Supplementary material from "Canine sense of quantity: evidence for numerical ratio-dependent activation in parietotemporal cortex"

Published on 2019-12-03T09:00:21Z (GMT) by
The approximate number system (ANS), which supports the rapid estimation of quantity, emerges early in human development and is widespread across species. Neural evidence from both human and non-human primates suggests the parietal cortex as a primary locus of numerical estimation, but it is unclear whether the numerical competencies observed across non-primate species are subserved by similar neural mechanisms. Moreover, because studies with non-human animals typically involve extensive training, little is known about the spontaneous numerical capacities of non-human animals. To address these questions, we examined the neural underpinnings of number perception using awake canine functional magnetic resonance imaging. Dogs passively viewed dot arrays that varied in ratio and, critically, received no task-relevant training or exposure prior to testing. We found evidence of ratio-dependent activation, which is a key feature of the ANS, in canine parietotemporal cortex in the majority of dogs tested. This finding is suggestive of a neural mechanism for quantity perception that has been conserved across mammalian evolution.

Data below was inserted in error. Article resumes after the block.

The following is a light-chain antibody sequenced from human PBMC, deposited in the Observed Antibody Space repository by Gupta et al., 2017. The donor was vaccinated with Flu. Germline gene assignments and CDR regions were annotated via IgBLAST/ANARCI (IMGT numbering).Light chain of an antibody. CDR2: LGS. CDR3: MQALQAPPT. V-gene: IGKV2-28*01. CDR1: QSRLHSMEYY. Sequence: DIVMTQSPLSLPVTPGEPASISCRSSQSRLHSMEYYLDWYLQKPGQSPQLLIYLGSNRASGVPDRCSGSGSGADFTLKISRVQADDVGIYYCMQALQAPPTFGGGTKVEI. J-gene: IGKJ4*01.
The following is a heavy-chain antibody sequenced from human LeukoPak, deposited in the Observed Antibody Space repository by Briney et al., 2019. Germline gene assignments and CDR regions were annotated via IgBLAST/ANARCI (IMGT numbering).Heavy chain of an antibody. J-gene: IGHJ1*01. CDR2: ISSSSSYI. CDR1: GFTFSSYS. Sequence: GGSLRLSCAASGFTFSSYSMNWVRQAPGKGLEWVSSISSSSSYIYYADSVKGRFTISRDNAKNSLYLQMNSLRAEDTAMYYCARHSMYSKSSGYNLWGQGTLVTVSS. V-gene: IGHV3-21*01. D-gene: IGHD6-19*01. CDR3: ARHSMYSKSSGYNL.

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Aulet, Lauren S.; Chiu, Veronica C.; Prichard, Ashley; Spivak, Mark; Lourenco, Stella F.; Berns, Gregory S. (2019): Supplementary material from "Canine sense of quantity: evidence for numerical ratio-dependent activation in parietotemporal cortex". The Royal Society. Collection. https://doi.org/10.6084/m9.figshare.c.4767041.v1